Maurice Hines Taps Down Memory Lane

Stacy M. Brown | 12/23/2013, 3 p.m.
Performing in the nation’s capital has always been akin to being at home, said acclaimed tap dance star Maurice Hines.
From left: Max Heimowitz, John Manzari, Maurice Hines, Leo Manzari and Sam Heimowitz, with members of the DIVA Jazz Orchestra, in "Maurice Hines is Tappin’ Thru Life" at Arena Stage at the Mead Center for American Theater which runs through Sunday, Dec. 29. Teresa Wood

Performing in the nation’s capital has always been akin to being at home, said acclaimed tap dance star Maurice Hines.

“Every time I come here, I find that the audience is so friendly, when I say hello, they say hello right back. It’s a love affair,” said Hines, a regular presence on the District’s performing arts scene dating back to the 1990s when he appeared in “Guys and Dolls,” at Arena Stage in Southwest.

Hines returned last month to Arena Stage, which in 1967 became the first regional theater to transfer a production to Broadway with “The Great White Hope,” starring James Earl Jones.

The new show, “Maurice Hines is Tappin’ Thru Life,” runs through Sunday, Dec. 29 and recounts his many memories of tap dancing with his late younger brother Gregory Hines and the many celebrities the duo worked with, including the late Sammy Davis Jr., Lena Horne and Frank Sinatra.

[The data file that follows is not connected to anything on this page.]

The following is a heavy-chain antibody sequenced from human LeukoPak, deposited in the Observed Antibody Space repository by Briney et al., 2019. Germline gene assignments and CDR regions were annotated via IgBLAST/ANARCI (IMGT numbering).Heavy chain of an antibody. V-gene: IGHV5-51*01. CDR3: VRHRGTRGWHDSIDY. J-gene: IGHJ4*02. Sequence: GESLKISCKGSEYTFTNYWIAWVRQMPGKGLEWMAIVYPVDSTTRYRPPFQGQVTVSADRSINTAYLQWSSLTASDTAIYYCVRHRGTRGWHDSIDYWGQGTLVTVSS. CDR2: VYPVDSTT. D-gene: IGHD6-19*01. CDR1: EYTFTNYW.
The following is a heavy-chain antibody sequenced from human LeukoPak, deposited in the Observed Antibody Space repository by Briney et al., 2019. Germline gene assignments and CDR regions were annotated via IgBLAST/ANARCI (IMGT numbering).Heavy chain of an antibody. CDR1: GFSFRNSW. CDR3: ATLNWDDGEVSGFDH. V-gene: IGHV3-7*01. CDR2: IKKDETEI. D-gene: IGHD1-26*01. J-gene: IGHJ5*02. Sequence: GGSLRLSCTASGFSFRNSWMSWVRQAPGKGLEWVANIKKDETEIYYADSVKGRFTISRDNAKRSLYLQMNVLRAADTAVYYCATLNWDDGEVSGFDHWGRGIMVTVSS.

The show also features music that honors those whom the Hines family had personal connections with including Horne, Nat King Cole, Ella Fitzgerald and there’s even a nod to Luther Vandross, who Gregory Hines once shared a concert stage during a Vandross performance.

Naturally, Maurice Hines said there’s a moving tribute to his brother, who died after a long bout with cancer in 2003.

The show also includes performances by John and Leo Manzari and Max and Sam Heimowitz, 13-year-old tap-dancing twins from the District.

John Manzari, 21, and Leo, 18, earned Helen Hayes Award nominations for their performance alongside Maurice Hines in, “Sophisticated Ladies.”

“This is a tribute to my family, my mother and father and my brother, Gregory, all of whom have passed,” said Hines, 70. “I wanted to feel Gregory’s presence on the stage with me. It’s very emotional, but it’s also uplifting.”

Gregory Hines, who died at the age of 57, starred on Broadway with his older brother in, “The Girl in Pink Tights” in 1954 and he earned Tony Award nominations for “Eubie!” in 1979, “Comin’ Uptown” in 1980 and “Sophisticated Ladies,” in 1981.

He won the Tony Award for “Jelly’s Last Jam,” in 1992.

While he and his brother both proved to be accomplished dancers, Maurice Hines said he’s surprised that their vocal prowess caught many off guard.

“Sammy Davis Jr. always told us to make sure we did more than one thing and did it well,” Hines said. “People don’t know that Ella Fitzgerald was a great jitterbug dancer and even Lena Horne was an accomplished dancer. We never thought of ourselves as one-dimensional.”

In fact, during Hines’ show at Arena Stage, the acclaimed entertainer doesn’t introduce tap dancing until the third act of the 90 minute show.

“We couldn’t be more enthusiastic to welcome Maurice back to Arena Stage,” said Artistic Director Molly Smith.

“He dazzled us with his charm, charisma and flair in ‘Sophisticated Ladies,’ and we expect nothing less this time around as he gives us an intimate look at his childhood growing up with his brother Gregory and their sizzling career in show business.”